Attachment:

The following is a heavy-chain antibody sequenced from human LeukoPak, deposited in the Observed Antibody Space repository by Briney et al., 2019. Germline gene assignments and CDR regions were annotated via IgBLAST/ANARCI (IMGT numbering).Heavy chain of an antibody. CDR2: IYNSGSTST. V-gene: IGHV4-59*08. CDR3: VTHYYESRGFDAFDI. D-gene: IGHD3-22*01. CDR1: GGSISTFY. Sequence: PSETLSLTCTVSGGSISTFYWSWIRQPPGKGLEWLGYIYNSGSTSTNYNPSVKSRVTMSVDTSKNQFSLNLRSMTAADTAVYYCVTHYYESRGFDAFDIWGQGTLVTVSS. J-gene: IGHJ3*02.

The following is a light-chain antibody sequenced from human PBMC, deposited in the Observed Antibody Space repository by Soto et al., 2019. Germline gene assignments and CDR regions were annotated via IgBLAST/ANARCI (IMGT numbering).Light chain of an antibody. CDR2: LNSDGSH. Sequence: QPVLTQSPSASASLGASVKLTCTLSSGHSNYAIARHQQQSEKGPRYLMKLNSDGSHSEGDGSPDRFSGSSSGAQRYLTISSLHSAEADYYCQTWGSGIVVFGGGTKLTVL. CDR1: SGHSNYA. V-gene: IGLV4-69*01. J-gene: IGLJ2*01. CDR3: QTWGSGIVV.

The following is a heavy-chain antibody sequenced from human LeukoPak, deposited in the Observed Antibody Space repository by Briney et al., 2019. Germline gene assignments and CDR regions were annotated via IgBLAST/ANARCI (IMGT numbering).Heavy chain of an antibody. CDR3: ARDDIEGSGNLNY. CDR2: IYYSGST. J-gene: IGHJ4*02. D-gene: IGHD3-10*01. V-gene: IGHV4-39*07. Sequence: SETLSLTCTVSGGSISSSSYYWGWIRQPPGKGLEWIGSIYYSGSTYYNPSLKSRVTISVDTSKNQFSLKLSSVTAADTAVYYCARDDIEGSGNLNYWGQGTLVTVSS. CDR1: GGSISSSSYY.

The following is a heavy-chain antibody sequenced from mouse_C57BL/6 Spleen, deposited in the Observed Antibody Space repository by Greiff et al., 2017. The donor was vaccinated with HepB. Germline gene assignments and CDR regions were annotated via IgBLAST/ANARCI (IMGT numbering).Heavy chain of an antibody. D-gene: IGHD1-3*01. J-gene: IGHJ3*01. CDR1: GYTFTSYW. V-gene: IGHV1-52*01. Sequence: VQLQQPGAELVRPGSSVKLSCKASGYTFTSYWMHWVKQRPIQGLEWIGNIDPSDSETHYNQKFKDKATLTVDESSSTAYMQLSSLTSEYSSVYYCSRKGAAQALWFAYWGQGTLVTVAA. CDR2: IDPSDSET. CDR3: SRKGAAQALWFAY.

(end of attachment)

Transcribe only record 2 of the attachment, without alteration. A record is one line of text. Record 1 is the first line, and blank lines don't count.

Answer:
The following is a light-chain antibody sequenced from human PBMC, deposited in the Observed Antibody Space repository by Soto et al., 2019. Germline gene assignments and CDR regions were annotated via IgBLAST/ANARCI (IMGT numbering).Light chain of an antibody. CDR2: LNSDGSH. Sequence: QPVLTQSPSASASLGASVKLTCTLSSGHSNYAIARHQQQSEKGPRYLMKLNSDGSHSEGDGSPDRFSGSSSGAQRYLTISSLHSAEADYYCQTWGSGIVVFGGGTKLTVL. CDR1: SGHSNYA. V-gene: IGLV4-69*01. J-gene: IGLJ2*01. CDR3: QTWGSGIVV.